As we countdown to 2015, the target date set by the Millennium Development Goals, opinions and debates about the future reference framework for the fight against poverty have multiplied. The potential of data, through collecting more and better quality information to document the lives and the needs of some of the most marginalized groups that the MDGs might have failed to capture, has attracted increasing attention amongst both policy-makers and practitioners.
In May last year, recommendations from the High-level Panel on the Post-2015 Development Agenda included a call for improved data and statistics to strengthen accountability and evidence-based decision-making, prompting observers to ask whether 2013 could be the year of the data revolution? Last month, UNICEF issued its annual State of the World’s Children report, entitled “Every Child counts” and dedicated it to the importance of data in “revealing disparities and advancing children’s rights”.
Children with disabilities, estimated to be 150 million worldwide (World Report on Disability), are one of the groups showing huge disparities in the realization of children’s rights, including participation and education. Studies show that children with disabilities are more likely to drop out of school than other vulnerable groups even in countries with high primary school enrolment rates. They are also more likely to suffer multi-dimensional poverty. Yet, very little data exists on the prevalence of disability amongst children in developing countries and, although MDGs have encouraged the collection of numbers and figures to measure progress against various targets and indicators, the absence of reference to disability has critically limited incentives for data disaggregation and therefore, the opportunity of reaching out to the most marginalized children and youths.
Jubilee Action’s project “Education, Equality and Empowerment” is revealing how important and pivotal collecting data on children with disabilities can be. In March 2013, as part of our project aimed at advocating for the rights of children and youth with impairments and supporting those with hearing and communication impairments to gain access to education, we initiated an extensive community mapping of the Musanze District in Northern Rwanda. Gathering information about the prevalence of children and youths with disabilities has allowed us to generate evidence of the needs and the gaps in service delivery, enabling us to advocate for improved policies and increased support accordingly. For example, our findings revealed 8,117 people with disabilities, 841 of whom have a hearing or communication impairments. Our data has already attracted the Starkey Foundation mission to undertake hearing assessments for over 500 people in Musanze District and we hope that this is just the start of things to come.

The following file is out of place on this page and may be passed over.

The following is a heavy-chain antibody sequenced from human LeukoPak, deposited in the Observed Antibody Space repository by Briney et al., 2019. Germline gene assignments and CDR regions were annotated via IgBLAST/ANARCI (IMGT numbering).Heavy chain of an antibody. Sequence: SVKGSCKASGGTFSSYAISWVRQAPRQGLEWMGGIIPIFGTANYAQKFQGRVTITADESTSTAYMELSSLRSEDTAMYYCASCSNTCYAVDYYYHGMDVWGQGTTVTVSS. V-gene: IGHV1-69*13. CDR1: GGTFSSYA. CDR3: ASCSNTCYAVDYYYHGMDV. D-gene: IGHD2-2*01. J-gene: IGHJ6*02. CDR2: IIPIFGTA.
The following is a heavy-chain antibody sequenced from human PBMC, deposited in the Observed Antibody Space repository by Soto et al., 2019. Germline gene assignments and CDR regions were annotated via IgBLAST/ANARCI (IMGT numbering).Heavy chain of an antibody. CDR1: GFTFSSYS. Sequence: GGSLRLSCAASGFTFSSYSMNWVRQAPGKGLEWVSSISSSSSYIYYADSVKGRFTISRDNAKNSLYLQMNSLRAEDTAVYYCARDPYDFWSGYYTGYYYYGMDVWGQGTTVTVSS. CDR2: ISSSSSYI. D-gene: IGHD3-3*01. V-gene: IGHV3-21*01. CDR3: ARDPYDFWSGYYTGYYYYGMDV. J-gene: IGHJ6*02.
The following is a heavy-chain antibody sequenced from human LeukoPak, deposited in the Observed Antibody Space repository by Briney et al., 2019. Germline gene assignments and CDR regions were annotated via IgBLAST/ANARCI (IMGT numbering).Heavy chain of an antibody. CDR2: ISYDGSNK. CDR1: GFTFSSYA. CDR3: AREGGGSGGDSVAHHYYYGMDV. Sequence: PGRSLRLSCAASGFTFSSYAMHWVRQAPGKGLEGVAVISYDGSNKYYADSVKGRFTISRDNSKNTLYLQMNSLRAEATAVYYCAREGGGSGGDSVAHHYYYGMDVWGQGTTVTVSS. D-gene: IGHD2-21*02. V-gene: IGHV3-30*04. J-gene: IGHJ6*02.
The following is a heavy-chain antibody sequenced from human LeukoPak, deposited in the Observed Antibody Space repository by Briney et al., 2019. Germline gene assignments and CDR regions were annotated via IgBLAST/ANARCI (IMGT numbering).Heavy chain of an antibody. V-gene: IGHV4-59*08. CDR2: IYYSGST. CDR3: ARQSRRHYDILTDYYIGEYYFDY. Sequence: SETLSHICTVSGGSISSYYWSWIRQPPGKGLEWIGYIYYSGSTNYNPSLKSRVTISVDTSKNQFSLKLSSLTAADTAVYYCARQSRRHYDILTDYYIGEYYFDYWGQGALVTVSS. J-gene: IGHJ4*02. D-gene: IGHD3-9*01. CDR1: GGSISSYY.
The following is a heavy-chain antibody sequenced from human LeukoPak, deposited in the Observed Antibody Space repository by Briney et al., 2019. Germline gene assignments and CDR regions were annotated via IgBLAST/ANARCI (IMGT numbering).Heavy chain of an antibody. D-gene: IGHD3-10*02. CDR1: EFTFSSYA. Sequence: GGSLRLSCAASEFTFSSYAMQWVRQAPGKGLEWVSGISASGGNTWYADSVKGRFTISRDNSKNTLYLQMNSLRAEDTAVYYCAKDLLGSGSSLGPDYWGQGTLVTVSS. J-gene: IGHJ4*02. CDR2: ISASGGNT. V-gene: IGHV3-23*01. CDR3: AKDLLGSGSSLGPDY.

By involving children and their families in our community mapping we have also given them a voice to talk about their experience. Meeting with our specialist team means that families can discuss and learn more about their children’s disability for the very first time. Children have also had the opportunity to meet and play with their peers with similar or other impairments, challenging confusions and misconceptions which often result in the strong stigma attached to children with disabilities; a recent blog written by Segerien Donner, a speech therapist supporting our programme describes her experience in the field. Our community mapping aims to address this issue by also including data on subjective indicators like the stigma children and families experience and/or anticipate. For example, we found that 45.9% of the children with disabilities had no access to education despite 74% stating there was a school nearby; evidence which strongly supports the need to break down stigma through community-based advocacy activities and better equip schools to provide inclusive education.
We believe that data collection can be a powerful tool if it goes beyond numbers and figures and make every child really count. Read our full report here. Our summary and recommendations can also be found here.